…the mysterious, anonymous mastermind whom art historians postulate, a man well enough versed in local traditions to incorporate specifically Sicilian elements into the strict canons of Byzantine iconography, and yet worldly enough to succeed in blending east and west, present and past, in a perfectly connected entity. A visionary genius capable of conceiving the whole, yet pragmatic enough to harness toward its realization the differing creative energies that the scholars can distinguish at work in the decorations.
Exquisite twelfth-century mosaics on shimmering golden tiles, a storybook of 130 biblical scenes—that’s what we loved most about Monreale. The serpent tempting Adam and a cranky-looking Eve. Noah coaxing anxious-looking animals onto his ark. Angels climbing Jacob’s ladder. Deciding where to point our cameras was a bit overwhelming—the voluptuous mosaics cover an area equivalent to 90% of a soccer field!
The artistry in the cloister of the Benedictine monastery, which we visited the next day, is almost as spectacular as the mosaics.
Twenty-six arches on each of the four sides open onto the luxuriant garden. Each arch is supported by double Romanesque capitals atop 228 Moorish columns. Some columns are smooth, some are inlaid with stripes and swirls of polychrome mosaic inlays, each one unique with imaginative detailing of whimsical animals, human figures, mythical beasts and biblical themes. They were created by five masterful artists from Provence. The Master of the Eagles filled 44 capitals with winged creatures. The Master of the Dedication created the Annunciation scene and the capital portraying William II offering the Madonna a replica of the church. By 1176 enough of the monastery was ready to house a hundred monks brought in from Cava, near Salerno, Italy.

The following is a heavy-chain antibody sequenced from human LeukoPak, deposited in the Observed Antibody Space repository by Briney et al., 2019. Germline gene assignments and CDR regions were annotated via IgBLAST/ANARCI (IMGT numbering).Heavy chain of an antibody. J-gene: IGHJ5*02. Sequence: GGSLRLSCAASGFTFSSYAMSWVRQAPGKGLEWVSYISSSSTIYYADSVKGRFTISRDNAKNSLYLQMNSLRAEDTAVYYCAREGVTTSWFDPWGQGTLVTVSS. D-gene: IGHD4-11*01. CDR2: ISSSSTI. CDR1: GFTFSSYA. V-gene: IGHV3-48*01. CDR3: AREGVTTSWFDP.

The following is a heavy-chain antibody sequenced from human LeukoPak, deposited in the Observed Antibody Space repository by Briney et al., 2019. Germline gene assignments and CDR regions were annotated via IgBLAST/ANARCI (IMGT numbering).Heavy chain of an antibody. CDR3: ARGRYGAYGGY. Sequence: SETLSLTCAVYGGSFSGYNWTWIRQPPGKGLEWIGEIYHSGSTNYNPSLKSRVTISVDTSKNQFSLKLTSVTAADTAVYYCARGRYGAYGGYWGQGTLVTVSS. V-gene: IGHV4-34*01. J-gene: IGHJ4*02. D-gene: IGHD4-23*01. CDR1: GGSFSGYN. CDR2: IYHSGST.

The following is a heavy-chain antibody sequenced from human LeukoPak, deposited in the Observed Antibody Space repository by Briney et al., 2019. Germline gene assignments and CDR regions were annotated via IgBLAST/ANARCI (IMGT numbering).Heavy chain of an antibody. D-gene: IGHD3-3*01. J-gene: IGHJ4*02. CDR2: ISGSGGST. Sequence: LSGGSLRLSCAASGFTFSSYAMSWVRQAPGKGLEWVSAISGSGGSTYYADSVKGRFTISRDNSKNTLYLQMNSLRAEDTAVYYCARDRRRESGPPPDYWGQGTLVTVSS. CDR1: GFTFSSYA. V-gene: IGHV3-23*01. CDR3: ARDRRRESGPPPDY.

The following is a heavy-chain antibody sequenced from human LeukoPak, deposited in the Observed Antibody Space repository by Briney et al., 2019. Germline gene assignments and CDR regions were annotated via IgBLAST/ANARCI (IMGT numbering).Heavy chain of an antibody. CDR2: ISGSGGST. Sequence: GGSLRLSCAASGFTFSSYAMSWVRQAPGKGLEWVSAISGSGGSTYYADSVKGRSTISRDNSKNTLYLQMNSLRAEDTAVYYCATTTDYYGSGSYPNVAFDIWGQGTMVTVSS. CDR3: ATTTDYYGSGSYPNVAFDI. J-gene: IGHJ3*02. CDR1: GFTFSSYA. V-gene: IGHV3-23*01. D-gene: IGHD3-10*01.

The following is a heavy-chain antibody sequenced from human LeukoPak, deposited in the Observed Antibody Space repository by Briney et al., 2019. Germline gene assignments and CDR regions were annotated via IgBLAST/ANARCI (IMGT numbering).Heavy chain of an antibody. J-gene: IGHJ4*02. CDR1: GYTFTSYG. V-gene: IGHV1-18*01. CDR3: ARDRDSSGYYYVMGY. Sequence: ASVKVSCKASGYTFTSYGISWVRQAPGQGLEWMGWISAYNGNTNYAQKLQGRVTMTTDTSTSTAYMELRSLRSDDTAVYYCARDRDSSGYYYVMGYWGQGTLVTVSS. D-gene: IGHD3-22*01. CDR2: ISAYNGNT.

When starting to plan our trip to Sicily, I told Magellan I didn’t want to go at Easter when it would be crowded with religious celebrations. A week or so later, I said I wanted to go at Easter to witness the pageantry. You could see Monreale Cathedral at any time of the year. But to enjoy William the Good’s multicultural masterpiece on one of the most significant holidays of the year in the company of others from around the world who appeared to be equally jubilant about the experience was storybook perfect. According to the Sicilian proverb we’re not donkeys. But we’re still braying about those mosaics.
Graham-Dixon, Andrew. “Monreale cathedral: why Sicily’s ‘multicultural masterpiece’ is a lesson for our times”. Christies, July 22, 2019.
Simeti, Mary Taylor. “Monreale’s Medieval Splendor”. The New York Times. October 23, 1994.